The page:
Both vertical and horizontal machining have their advantages and disadvantages, but both still remain integral parts of manufacturing plants across the country. Learn more about the pros and cons of each below to see which might be best for your application.
Vertical Milling: Pros and Cons
Vertical mills have a vertically-aligned spindle and cutting head that moves up and down the z-axis, pressing against the workpiece in order to shave away material. Meanwhile, the rest of the machine continuously positions the object for cutting by moving along the x-axis and y-axis, and there is always a direct line of visibility while the machine cuts. Vertical mills come in two varieties including bed mills and turret mills, each with their own pros and cons that work best for the type of application.
- Cost-effective – There is a lower overall upfront cost of a vertical mill, plus the projects completed using it often cost less ultimately, which means production savings can be passed onto customers.
- Easy-to-use – Vertical mills are relatively easy to operate and require no additional fixtures. They give operators better visibility while working, which means that there is a better chance of spotting and correcting potential problems easily as the milling commences.
- Popular – In general, vertical machining centers make up the majority of milling machinery in the metalworking industry. This is ideal both in terms of skilled machinists available and finding replacement parts at a moment’s notice.
- Ideal for small shops – There are many reasons—including the above—why vertical mills are ideal for small shops or a manufacturing plant just starting out: ease-of-use, no significant upfront cost, less complicated jobs, low quantities, quick milling jobs, takes up less floor space, and more.
- Not ideal for high-weight projects – As they can be harder to raise and lower on the vertical platform, it is not ideal for heavy objects.
- Lacking in production output – They cannot meet the demand for time and cost efficiency in large quantity, complex machining jobs. In short, they don’t offer as quick of an output rate as horizontal applications.
- Lower-horsepower motors – This may make it harder to handle some pieces, especially if they are complex.
Horizontal Milling: Pros and Cons
Horizontal mills have a horizontally-aligned spindle and cutting head instead of being fixed on a table. These horizontal cutters are thicker and shorter in order to perform heavier, deeper, and speedier cuts. They are mounted on the arm above the table, called an arbor, which means horizontal mills can use multiple cutters at once. The material is then fed from the three different axes.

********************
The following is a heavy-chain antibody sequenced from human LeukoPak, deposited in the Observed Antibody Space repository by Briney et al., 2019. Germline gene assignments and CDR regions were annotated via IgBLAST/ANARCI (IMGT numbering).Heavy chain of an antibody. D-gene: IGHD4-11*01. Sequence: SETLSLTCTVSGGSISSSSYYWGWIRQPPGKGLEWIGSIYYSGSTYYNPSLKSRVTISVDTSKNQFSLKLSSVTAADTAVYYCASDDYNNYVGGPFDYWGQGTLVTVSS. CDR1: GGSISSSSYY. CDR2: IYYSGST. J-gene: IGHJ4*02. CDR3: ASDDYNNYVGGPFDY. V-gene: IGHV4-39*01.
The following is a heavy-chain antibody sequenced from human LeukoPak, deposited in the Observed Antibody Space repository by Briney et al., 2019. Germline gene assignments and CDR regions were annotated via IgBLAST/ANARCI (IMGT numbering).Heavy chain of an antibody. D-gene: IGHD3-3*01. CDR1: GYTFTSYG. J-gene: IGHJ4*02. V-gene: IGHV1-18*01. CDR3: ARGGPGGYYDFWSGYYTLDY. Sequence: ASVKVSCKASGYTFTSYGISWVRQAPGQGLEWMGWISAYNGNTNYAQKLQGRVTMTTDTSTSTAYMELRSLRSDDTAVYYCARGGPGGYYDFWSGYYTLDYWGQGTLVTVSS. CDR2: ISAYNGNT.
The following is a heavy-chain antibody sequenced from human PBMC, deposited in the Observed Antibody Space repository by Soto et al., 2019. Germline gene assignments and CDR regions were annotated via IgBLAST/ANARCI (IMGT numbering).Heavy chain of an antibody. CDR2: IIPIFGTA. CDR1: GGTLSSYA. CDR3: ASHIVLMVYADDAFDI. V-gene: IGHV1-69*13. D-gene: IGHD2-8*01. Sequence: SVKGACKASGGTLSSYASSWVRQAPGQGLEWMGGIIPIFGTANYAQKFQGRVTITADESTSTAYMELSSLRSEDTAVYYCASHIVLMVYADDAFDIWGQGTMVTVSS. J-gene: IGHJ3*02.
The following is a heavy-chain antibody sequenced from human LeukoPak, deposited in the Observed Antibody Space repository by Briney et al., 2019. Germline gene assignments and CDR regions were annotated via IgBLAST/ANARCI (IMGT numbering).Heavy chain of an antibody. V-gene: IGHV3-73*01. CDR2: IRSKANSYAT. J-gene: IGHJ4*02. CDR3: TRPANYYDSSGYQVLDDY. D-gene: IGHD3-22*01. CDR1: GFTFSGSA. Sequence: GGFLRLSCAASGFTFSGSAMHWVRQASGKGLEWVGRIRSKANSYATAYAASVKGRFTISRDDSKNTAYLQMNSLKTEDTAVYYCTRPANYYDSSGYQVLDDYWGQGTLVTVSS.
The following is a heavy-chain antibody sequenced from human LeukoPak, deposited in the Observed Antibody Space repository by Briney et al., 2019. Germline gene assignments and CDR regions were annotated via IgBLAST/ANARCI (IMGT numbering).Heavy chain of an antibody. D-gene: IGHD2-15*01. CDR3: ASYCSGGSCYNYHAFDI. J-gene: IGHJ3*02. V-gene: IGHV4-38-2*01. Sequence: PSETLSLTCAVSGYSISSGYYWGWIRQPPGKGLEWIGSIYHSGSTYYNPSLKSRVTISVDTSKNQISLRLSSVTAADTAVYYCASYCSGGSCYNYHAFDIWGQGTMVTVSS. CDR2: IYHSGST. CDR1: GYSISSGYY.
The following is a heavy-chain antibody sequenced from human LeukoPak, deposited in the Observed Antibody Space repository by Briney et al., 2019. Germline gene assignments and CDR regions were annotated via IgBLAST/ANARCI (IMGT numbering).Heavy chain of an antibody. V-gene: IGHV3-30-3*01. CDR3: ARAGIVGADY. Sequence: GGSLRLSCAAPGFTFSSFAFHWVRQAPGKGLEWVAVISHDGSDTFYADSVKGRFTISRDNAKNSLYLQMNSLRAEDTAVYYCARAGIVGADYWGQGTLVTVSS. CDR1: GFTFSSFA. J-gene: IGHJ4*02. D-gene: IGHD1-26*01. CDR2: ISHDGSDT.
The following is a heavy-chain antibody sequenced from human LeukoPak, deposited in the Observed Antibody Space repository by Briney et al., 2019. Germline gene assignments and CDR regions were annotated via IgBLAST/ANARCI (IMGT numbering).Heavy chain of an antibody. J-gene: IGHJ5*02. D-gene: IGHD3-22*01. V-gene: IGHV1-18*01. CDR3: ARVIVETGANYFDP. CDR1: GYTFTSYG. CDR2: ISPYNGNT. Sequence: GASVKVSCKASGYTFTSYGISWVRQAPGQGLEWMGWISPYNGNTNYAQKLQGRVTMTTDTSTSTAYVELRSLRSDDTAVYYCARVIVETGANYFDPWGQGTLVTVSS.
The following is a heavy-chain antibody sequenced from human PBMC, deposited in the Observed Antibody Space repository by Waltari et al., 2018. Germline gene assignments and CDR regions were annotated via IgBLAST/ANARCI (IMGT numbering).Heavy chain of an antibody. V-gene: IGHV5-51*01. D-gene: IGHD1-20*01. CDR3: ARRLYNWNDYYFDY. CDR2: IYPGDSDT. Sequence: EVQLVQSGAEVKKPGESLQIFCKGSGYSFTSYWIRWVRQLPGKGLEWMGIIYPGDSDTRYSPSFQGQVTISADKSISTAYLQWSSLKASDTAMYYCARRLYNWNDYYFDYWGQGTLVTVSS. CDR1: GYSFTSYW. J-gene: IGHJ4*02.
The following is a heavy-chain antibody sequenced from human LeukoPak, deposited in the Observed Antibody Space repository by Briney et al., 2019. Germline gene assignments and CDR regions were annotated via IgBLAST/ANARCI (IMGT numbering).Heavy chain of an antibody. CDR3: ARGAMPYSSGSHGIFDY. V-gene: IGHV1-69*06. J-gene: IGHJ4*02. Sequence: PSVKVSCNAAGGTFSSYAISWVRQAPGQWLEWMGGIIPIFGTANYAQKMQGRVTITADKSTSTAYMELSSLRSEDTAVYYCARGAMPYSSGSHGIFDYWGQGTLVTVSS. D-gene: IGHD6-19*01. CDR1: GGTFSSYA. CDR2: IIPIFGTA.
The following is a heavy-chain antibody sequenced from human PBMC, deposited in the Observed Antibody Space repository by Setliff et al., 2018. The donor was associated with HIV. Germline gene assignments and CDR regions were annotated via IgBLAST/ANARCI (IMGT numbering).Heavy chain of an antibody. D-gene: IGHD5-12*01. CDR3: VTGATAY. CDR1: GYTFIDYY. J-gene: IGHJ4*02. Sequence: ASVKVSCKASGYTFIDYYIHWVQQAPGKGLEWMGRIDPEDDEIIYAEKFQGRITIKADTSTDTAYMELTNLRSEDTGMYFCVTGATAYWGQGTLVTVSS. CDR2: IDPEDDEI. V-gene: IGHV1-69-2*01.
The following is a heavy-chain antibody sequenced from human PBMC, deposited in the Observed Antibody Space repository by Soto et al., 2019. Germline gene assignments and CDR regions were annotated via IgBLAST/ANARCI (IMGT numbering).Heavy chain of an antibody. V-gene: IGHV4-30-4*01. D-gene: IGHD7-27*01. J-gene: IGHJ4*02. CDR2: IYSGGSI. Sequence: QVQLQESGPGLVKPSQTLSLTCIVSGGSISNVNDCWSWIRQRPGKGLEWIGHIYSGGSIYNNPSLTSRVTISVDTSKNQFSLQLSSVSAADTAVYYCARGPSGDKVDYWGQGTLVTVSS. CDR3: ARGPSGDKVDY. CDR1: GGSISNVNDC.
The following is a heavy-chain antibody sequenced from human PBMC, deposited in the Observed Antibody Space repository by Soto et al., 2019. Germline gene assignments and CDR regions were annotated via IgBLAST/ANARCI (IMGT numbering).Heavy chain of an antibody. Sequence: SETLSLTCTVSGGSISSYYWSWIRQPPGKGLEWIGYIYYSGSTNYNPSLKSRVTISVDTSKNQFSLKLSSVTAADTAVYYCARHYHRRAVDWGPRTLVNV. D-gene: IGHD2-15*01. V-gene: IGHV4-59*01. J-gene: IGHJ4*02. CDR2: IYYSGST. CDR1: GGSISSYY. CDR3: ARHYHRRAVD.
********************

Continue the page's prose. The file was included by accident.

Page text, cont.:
- Ideal for large, complex projects – If your object is heavy or requires more grooves, the horizontal mill has the versatility to meet these expectations. Its mechanical design allows it to do the work of three machining tools in one. This is ideal for time efficiency and productivity.
- Faster – If you require a fast turnaround time, a horizontal milling machine can cut at a higher speed and can also make cuts simultaneously. Additionally, beds can be rotated to enable milling at multiple angles rather than strictly on a horizontal plane. All of this allows for more speed, at no sacrifice to precision.
- Better chip removal – Because of its design, gravity allows the chips to fall and be removed easier. This translates to better surface finish, less fabrication needed later, and longer tool life.
- Larger and more expensive – Because they are larger machines, they take up more space and have a higher upfront cost. However, you may have a need for a horizontal mill because of the advanced level of output and precise nature of the work you wish to complete, meaning it might pay for itself.
- Less common – Being less commonly available because of their price and maintenance, you may have trouble finding skilled operators for this type of machine. Also, if it suffers a breakdown, you may also have trouble finding replacement parts or other related services.
CNC Milling in Missouri | Roberson Machine Company
Weighing all of the pros and cons of both types of CNC milling processes may not be enough—you may have to look at all other considerations, including the design of the workpiece, your operating budget, and the timeline you are working with. Once you take into account all of these elements, you can make an informed decision on whether to choose horizontal or vertical milling.